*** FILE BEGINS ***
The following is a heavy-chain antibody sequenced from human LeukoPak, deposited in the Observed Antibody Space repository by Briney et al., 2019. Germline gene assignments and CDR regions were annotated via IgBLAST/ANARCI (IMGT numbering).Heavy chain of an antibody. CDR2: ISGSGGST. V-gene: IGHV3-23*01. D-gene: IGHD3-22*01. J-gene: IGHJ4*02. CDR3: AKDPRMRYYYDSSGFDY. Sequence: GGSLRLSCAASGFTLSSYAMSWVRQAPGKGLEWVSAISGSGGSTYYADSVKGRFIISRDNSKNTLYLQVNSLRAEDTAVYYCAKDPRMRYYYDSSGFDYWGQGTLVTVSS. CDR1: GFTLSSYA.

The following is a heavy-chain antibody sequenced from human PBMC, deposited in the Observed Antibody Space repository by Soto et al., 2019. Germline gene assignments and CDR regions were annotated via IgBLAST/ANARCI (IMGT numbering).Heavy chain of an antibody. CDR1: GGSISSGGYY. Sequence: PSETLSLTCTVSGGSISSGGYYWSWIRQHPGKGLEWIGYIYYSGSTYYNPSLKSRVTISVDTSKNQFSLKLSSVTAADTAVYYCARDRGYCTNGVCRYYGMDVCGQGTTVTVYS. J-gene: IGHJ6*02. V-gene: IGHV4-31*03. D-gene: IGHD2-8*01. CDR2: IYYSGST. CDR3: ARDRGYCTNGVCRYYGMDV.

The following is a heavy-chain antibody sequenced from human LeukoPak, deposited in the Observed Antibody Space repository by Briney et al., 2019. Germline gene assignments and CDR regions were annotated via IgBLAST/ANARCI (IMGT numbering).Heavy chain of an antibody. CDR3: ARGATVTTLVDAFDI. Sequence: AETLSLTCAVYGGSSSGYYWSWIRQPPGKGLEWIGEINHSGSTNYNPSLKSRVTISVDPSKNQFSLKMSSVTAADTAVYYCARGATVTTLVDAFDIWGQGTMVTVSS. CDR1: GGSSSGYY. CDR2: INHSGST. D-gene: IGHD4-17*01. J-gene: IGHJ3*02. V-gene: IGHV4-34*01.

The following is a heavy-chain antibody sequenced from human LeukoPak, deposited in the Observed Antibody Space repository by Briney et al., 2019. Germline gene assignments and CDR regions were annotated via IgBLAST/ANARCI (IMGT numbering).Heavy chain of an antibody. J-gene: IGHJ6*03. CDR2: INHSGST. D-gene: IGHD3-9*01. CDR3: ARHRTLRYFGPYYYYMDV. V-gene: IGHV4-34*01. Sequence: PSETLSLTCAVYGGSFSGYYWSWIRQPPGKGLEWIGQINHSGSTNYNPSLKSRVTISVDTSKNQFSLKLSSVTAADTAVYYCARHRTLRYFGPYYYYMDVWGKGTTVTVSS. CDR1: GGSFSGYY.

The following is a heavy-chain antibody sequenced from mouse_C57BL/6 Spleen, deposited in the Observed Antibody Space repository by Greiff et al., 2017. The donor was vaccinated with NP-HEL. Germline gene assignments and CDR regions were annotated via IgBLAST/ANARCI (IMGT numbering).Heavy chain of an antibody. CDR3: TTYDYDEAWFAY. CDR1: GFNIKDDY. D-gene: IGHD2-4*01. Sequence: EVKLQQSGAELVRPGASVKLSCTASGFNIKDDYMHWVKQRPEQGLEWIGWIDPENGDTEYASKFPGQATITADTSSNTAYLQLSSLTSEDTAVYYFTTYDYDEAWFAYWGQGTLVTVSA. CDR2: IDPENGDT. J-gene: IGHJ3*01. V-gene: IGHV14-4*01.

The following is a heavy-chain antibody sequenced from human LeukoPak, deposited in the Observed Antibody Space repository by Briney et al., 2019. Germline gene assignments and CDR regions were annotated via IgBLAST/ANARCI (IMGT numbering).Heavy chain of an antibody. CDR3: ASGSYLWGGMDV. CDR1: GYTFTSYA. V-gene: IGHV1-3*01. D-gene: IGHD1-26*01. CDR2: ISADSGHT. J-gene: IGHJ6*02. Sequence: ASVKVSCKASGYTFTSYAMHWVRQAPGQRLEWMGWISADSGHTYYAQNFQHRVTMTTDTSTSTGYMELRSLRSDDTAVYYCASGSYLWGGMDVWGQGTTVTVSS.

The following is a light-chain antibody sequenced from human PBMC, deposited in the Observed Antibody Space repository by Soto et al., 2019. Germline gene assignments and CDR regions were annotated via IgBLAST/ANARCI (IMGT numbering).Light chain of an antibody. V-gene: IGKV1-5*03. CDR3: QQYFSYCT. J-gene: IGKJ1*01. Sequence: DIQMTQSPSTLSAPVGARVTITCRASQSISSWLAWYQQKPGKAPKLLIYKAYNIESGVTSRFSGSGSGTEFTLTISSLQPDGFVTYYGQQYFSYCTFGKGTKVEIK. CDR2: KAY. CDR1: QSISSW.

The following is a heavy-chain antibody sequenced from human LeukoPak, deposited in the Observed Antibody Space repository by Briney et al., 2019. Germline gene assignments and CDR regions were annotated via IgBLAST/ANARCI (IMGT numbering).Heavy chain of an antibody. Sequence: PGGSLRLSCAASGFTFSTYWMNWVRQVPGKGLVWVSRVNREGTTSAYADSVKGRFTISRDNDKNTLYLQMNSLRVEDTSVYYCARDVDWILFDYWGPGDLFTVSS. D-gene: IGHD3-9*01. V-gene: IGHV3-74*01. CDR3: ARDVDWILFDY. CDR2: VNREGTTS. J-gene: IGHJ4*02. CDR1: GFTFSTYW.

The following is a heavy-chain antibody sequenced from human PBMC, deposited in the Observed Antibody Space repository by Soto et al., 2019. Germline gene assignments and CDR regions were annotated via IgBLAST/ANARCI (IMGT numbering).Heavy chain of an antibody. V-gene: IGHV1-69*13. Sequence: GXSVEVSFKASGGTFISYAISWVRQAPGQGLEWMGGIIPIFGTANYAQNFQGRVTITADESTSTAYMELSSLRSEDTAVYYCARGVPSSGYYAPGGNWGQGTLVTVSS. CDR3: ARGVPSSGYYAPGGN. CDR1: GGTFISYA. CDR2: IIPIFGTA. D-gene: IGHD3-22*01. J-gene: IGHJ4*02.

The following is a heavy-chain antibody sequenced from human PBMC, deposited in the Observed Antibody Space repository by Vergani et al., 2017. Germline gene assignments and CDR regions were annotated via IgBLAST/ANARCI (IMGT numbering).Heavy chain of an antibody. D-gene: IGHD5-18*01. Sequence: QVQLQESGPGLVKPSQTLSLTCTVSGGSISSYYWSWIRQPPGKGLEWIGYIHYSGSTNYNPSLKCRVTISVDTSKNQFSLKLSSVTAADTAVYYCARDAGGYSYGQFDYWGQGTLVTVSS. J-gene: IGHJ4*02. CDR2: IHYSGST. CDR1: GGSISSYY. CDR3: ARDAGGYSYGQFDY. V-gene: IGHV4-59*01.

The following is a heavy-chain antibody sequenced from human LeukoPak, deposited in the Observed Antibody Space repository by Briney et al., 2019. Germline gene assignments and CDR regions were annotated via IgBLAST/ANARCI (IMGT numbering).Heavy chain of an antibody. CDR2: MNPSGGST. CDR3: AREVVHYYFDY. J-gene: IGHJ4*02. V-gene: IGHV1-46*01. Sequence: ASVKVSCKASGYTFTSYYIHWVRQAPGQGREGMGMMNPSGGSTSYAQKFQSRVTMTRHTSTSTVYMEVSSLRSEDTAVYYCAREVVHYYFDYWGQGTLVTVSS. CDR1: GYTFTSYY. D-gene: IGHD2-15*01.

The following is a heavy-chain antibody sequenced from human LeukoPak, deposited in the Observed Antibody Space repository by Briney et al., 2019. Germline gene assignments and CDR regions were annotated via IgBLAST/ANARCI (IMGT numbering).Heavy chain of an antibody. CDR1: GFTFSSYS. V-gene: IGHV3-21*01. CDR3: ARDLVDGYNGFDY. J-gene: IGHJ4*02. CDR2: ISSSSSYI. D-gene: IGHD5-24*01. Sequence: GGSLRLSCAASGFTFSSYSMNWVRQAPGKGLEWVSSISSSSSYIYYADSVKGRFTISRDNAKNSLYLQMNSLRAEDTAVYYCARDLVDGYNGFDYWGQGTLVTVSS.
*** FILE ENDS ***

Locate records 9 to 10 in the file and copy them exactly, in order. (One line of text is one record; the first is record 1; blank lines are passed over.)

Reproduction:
The following is a heavy-chain antibody sequenced from human PBMC, deposited in the Observed Antibody Space repository by Soto et al., 2019. Germline gene assignments and CDR regions were annotated via IgBLAST/ANARCI (IMGT numbering).Heavy chain of an antibody. V-gene: IGHV1-69*13. Sequence: GXSVEVSFKASGGTFISYAISWVRQAPGQGLEWMGGIIPIFGTANYAQNFQGRVTITADESTSTAYMELSSLRSEDTAVYYCARGVPSSGYYAPGGNWGQGTLVTVSS. CDR3: ARGVPSSGYYAPGGN. CDR1: GGTFISYA. CDR2: IIPIFGTA. D-gene: IGHD3-22*01. J-gene: IGHJ4*02.

The following is a heavy-chain antibody sequenced from human PBMC, deposited in the Observed Antibody Space repository by Vergani et al., 2017. Germline gene assignments and CDR regions were annotated via IgBLAST/ANARCI (IMGT numbering).Heavy chain of an antibody. D-gene: IGHD5-18*01. Sequence: QVQLQESGPGLVKPSQTLSLTCTVSGGSISSYYWSWIRQPPGKGLEWIGYIHYSGSTNYNPSLKCRVTISVDTSKNQFSLKLSSVTAADTAVYYCARDAGGYSYGQFDYWGQGTLVTVSS. J-gene: IGHJ4*02. CDR2: IHYSGST. CDR1: GGSISSYY. CDR3: ARDAGGYSYGQFDY. V-gene: IGHV4-59*01.